Russian base jumper Valery Rozov was known in the realm of extreme sports as “the limitless man,” an internationally famous daredevil who could leap from the world’s greatest heights.
He was the first person to skydive into a volcano crater, and the first person to jump off the slopes of Mount Kilimanjaro, the highest freestanding mountain in the world. Even in his early 50s, he was breaking records.
“For the Russian legend, boundaries are made to be pushed and limits are made to be exceeded,” Red Bull wrote, “Nothing seems to be too much of a challenge for him.”
But on Saturday, the free-falling legend took his final flight. Rozov, 52, died in a base-jumping accident while leaping from the 22,349-foot-high mountain Ama Dablam in the Himalayas of eastern Nepal, expedition organizers told Agence France-Presse on Sunday.
The details of the incident are still unclear, but AFP reported that Rozov had been on a “seven summits” quest. He aimed to base jump from the highest mountains on each of the seven continents.
According to the Kathmandu-based newspaper the Himalayan Times, Rozov crashed into a cliff as he leapt from the mountain in a wingsuit.
A rescue team in a helicopter recovered his body Sunday morning and flew it to Kathmandu, Mingma Gelu Sherpa of Seven Summits Club, which organized the expedition, told the Himalayan Times.
Red Bull, which had worked with Rozov since 2004, reported his death over the weekend “with deep sorrow,” offering condolences to his wife and sons.
“The Russian received international recognition as a highly professional athlete, an aerial adventurer who tirelessly set himself against increasingly difficult goals,” Red Bull wrote in a blog post. “Valery will always remain in our memory: strong in spirit, professional, modest, full of energy, an eternal dreamer who was forever burning with new ideas and projects.”
A native of Nizhny Novgorod, Russia, Rozov jumped into an active volcano onto a glacier on the Kamchatka Peninsula in Russia’s Far East in 2009.
At age 48, in May, 2013, he broke the record for the world’s highest base jump on the 60th anniversary of the first ascent of Mount Everest. After a four-day climb to the jumping location, he leapt from Changstse, a peak of Mount Everest, at an altitude of 23,687 feet. Temperatures were at zero degrees Fahrenheit.
He flew for almost a full minute at speeds of about 125 mph and landed safely on a glacier.
“Only when I got back home did I see how hard it was for me both physically and psychologically,” Rozov said afterward, Red Bull wrote in a blog post.
Then, on Oct. 5, 2016, he broke his own record, leaping from a height of 25,262 feet on Mount Cho Oyu on the border between China and Nepal. He opened his parachute after a 90-second freefall.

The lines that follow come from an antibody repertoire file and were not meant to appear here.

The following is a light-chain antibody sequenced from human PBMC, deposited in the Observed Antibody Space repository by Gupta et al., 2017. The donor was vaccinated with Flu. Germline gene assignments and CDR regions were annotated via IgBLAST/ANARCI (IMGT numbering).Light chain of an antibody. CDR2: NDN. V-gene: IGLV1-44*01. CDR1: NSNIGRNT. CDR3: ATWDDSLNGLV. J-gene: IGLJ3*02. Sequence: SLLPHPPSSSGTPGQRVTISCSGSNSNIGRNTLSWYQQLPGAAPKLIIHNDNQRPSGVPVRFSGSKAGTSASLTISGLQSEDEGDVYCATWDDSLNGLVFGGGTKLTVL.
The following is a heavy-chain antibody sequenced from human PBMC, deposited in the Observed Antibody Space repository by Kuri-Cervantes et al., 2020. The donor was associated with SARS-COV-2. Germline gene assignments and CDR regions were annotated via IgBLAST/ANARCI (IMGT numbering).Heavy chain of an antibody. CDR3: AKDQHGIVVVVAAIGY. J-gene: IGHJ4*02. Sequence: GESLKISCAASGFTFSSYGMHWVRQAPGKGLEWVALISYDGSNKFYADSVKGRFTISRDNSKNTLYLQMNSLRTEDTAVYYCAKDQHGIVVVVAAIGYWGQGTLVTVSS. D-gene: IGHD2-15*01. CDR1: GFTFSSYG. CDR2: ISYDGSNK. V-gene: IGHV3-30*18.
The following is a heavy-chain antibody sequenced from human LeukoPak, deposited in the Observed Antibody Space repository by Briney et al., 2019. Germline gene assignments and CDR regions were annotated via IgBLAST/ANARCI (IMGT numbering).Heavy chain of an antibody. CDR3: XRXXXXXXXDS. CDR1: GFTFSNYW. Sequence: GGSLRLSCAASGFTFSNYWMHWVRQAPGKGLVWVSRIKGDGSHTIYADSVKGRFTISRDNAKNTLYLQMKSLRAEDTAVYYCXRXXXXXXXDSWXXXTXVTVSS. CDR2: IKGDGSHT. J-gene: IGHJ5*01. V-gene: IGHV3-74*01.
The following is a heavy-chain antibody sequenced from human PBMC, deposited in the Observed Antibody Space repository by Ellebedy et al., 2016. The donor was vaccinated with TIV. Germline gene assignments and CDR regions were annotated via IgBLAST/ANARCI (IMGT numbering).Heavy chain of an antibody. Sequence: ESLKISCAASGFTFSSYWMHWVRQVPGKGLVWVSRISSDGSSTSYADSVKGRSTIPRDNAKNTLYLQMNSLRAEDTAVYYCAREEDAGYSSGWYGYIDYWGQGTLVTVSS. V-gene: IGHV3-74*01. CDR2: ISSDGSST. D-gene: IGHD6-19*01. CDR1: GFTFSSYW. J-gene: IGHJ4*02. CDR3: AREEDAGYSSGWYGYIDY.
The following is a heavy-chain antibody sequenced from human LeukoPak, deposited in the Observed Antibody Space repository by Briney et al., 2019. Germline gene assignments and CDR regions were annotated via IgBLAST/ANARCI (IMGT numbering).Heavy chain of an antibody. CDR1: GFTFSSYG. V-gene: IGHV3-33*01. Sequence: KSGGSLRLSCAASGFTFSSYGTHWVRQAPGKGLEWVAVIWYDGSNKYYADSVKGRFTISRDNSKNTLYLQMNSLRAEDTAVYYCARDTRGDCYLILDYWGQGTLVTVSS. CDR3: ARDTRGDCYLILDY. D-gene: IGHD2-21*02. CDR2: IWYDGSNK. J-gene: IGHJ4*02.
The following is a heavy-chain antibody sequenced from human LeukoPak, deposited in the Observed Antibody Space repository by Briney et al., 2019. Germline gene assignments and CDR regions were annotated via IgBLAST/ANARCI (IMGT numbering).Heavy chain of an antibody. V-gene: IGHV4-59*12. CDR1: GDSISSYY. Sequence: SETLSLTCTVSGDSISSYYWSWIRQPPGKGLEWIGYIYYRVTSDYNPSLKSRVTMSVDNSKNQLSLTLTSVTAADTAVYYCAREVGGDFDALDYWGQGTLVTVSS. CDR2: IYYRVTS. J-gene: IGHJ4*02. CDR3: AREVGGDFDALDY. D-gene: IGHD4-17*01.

In the days and weeks leading up to his accident, Rozov posted photos on Facebook documenting his journey to Ama Dablam.
Adventure enthusiasts from around the world mourned Rozov’s death on social media over the weekend. Mountaineer Prem Kumar Singh wrote on Facebook that Rozov was an “absolute legend, pushing your limits every single time.”
“I had the privilege of sharing a mountain with you in 2013 when you and I were both on Mount Everest trying to set a new high on our careers,” he wrote. “May you fly higher and stronger in your afterlife.”
Another post remembered Rozov as “one of the greatest dreamers,” who mastered alpine climbing, extreme weather and logistics to accomplish each of his feats.
“He took the art of wingsuit into the thin air and will be deeply missed, as a humble, gentle, funny Russian guy,” the post read.
A fan named Mitch Potter wrote on Facebook of his deep admiration for Rozov, saying he respected him not “because he jumped off tall mountains in a bunch of nylon, that’s the easy part, but because he took action to pursue flight where others haven’t.”
“At 52 years old, he still put one foot in front of the other tirelessly up mountains that continuously ranked amongst the highest in the world,” Potter wrote. “The flying is the part that always gets mass attention, but there’s so many failures that aren’t on camera which go into just one of the many missions that Valery repeated over and over again.”
“The sheer agony of pushing yourself mentally and physically to get to these altitudes, the amount of research that goes into finding a sufficient place to fly, the third-world logistics, and so many other countless challenges along the way,” he added. “Thank you Valery for showing us what’s possible.”
Other friends and fans kept their messages brief:
“Fly in peace,” one friend posted on Rozov’s Facebook page.
“Fly free brother,” wrote another.
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